The new family value, for some, is to buy more house than one can really afford by taking advantage of the GGPM and an expectation of gains in the house value. As the gains occurred, refinancing and home equity loans were used to supplement a lifestyle more extravagant than the career income would otherwise allowed. Building equity was sacrificed for lifestyle. That worked as long as the house value continued to appreciate at a good rate.

That GGPM seeking a secure and high rate of return investment ‘bought’ into some people’s dreams. Those dreams were for housing they could not really afford. The result was in reducing the number of people per household and also in the luxury of the housing for those people owning houses. Eventually the investments started seeking actual cash returns and when that occurred, the ability provide it was found not to exist for many who overextended their risks.

So now we have a market adjustment that provides the media the opportunity to highlight the misery and misfortune of a few plus the business losses of those who helped them get into that position. It’s a two’fer for the doom and gloom propagandists! Be sure to see through the hype, provide appropriate reference, and avoid being mislead yourself.

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5th Column use of lawfare

Categorization comes after recognition of existence. Frank Gaffney describes four categories of fifth columnists against the GWOT in Shielding official leakers. The subject is the “Free Flow of Information Act (FFIA) of 2007” (S. 2035) perhaps better known as the “media shield” law. “It would be more accurate to call it the Leaker and Other Enemies Shield Act.”

It uses the rubric of openness and freedom of the press to rationalize its barriers to prosecuting the divulging of information that government would rather not be paraded on headlines.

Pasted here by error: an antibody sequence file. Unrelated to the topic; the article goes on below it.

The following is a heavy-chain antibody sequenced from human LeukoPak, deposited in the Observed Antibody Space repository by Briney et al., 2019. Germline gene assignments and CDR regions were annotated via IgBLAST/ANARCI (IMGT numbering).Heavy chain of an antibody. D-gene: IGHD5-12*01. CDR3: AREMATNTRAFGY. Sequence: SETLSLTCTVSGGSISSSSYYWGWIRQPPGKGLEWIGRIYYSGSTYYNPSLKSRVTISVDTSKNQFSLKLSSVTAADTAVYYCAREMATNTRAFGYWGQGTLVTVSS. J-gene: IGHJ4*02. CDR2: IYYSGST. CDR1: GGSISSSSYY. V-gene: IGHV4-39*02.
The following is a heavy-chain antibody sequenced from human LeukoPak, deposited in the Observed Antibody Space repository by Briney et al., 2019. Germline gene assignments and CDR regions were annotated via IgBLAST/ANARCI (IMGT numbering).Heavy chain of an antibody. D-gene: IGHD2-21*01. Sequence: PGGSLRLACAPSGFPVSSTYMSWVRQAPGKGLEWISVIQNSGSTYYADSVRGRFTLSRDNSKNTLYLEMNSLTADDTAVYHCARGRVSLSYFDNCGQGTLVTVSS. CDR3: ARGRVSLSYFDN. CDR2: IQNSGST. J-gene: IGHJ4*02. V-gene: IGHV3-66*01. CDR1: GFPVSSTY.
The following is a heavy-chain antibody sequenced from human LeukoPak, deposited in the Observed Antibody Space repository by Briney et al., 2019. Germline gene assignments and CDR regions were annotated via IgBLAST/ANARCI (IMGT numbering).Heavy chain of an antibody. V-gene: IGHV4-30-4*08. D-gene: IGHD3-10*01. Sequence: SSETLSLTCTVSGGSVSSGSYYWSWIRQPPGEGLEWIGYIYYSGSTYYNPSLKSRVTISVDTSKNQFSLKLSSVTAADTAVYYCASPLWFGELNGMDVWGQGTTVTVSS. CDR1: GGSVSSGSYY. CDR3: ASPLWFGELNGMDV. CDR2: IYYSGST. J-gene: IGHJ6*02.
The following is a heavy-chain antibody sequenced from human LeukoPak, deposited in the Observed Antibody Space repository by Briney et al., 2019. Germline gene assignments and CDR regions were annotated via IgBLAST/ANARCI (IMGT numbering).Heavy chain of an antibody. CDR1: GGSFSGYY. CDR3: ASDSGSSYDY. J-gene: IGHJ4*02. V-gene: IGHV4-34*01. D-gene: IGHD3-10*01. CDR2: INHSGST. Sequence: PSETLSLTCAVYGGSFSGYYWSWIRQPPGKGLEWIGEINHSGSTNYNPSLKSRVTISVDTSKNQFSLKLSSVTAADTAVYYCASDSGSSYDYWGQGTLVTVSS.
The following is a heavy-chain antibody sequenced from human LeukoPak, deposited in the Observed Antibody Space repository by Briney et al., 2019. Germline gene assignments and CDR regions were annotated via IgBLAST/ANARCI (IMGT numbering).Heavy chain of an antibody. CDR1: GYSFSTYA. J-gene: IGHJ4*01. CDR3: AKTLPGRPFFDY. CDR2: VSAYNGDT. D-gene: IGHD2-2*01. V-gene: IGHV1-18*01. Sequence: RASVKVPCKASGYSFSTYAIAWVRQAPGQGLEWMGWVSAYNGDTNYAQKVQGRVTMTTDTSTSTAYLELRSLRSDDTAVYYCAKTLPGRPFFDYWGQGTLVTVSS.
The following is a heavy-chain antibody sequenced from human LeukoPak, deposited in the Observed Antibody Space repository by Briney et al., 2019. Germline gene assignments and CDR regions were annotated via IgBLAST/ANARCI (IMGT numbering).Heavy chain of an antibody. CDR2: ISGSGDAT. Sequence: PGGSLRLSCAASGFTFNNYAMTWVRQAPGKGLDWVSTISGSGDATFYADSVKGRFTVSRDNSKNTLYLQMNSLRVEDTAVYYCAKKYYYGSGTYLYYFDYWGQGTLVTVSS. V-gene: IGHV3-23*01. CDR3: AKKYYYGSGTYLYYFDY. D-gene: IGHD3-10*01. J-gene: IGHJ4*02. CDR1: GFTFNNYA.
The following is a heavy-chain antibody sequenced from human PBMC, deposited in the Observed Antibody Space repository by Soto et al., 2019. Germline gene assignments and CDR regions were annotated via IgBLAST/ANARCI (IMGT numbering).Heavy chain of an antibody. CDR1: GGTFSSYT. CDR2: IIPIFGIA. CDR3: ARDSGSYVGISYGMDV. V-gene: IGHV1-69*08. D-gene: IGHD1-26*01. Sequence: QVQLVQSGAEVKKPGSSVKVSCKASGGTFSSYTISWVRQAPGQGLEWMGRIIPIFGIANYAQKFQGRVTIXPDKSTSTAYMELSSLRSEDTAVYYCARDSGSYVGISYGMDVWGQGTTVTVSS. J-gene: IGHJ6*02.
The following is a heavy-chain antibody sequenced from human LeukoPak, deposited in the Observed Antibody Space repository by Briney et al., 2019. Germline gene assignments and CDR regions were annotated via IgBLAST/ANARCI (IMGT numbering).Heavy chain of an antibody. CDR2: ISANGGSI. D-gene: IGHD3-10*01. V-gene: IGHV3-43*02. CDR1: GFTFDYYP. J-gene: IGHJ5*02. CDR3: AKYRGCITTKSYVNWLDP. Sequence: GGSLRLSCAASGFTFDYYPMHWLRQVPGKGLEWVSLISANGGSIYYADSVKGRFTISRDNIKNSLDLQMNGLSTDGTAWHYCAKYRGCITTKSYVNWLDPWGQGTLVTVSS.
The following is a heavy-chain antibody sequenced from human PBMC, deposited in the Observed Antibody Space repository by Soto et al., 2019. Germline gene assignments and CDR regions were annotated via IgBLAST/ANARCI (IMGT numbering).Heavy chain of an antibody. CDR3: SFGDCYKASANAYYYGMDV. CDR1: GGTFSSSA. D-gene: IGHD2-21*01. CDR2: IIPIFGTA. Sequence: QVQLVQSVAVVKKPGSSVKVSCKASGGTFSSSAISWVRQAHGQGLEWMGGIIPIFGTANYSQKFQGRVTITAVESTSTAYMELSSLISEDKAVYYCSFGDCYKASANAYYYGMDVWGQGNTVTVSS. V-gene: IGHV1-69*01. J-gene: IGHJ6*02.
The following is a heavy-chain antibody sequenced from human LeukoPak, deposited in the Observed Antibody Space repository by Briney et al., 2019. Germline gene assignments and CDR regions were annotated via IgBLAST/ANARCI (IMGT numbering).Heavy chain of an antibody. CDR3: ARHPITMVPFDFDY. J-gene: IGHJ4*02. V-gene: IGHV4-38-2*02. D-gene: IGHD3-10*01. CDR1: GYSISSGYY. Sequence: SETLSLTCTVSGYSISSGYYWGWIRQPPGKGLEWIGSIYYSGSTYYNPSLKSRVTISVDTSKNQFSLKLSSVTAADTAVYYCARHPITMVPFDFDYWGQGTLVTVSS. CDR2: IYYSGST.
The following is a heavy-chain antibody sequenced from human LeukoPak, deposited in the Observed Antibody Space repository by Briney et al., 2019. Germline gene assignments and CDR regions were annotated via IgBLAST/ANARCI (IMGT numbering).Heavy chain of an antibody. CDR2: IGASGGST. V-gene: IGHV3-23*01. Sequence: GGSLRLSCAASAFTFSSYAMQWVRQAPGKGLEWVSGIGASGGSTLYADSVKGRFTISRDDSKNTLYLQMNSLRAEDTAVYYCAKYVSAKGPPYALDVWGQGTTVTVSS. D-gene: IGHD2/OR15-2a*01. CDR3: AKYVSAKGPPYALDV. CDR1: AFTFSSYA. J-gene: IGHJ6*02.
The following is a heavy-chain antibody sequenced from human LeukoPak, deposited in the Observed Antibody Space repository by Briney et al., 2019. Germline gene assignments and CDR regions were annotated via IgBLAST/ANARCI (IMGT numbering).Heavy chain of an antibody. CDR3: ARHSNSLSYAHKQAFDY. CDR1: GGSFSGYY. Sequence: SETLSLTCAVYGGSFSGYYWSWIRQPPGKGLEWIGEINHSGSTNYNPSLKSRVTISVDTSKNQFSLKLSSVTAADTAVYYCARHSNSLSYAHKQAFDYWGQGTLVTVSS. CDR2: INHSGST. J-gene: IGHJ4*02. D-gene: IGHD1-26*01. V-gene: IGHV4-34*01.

In short, the Free Flow of Information Act is not about freedom of the press. It is about freeing government officials of their legal responsibilities and enabling those who would do us all harm — whether intentionally or in the name of “the people’s right to know.”

You cannot conduct any sort of successful operation against criminals, terrorists, or other enemies if you broadcast the details and intent first. This proposed bill is another example of pushing the line between the need for accountability of government action and the, sometimes competing, need for governmental effectiveness. The effort is particularly hypocritical when it is attempting to protect leaks that have impaired effectiveness so that the lack of effectiveness could then be used as a political weapon.

Paranoia and suspicion can only go so far before they become an illness. The US government structure was formed as a balance between the reality of human frailty and the need for effective governance. It may be that the paranoia and suspicion that motivates bills such as S2035 may be getting a bit too far.

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Triage hype and reality

There have been recent news reports about guidelines prepared for medical staff in emergency situations with a lot of casualties. The issue is triage. The headlines are about how those at the tail end of the line are going to be neglected.

Planning for the unthinkable is critical for successful planning. Having guidelines to follow promotes making decisions based on factors that may get shoved aside in the heat of the moment.

One of the consequences of prior planning and preparation is that, like all good management, it makes the extra-ordinary seem ordinary. Scalpel or Sword describes how this was the case with emergency medical management in the 9/11 and Katrina disasters.

mebelifurniture VidenovmebeliRead the details here, Dr. Mattox explains how it’s done:

“The local response to any disaster is more a function of management of people, ideas, supplies, and strategies, and less a matter of practiced drills for chemical, biologic, radiologic, and blast conditions.”

Besides taking some comfort in the invisible success of recent episodes, one should also note how the media reported the triage guidelines and how events such as hurricane Katrina get used for political purposes by playing up fault finding and hiding effect reference frames. Perhaps the Burma disaster, another hurricane situation like in New Orleans, can serve as a reference.

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What is this war on science?

Yuval Levin in the New Atlantis

But if this notion of a “war on science” tells us little about the right, it does tell us something important about the American left and its self-understanding. That liberals take attacks against their own political preferences to be attacks against science helps us see the degree to which they identify themselves—their ideals, their means, their ends, their cause, and their culture—with the modern scientific enterprise.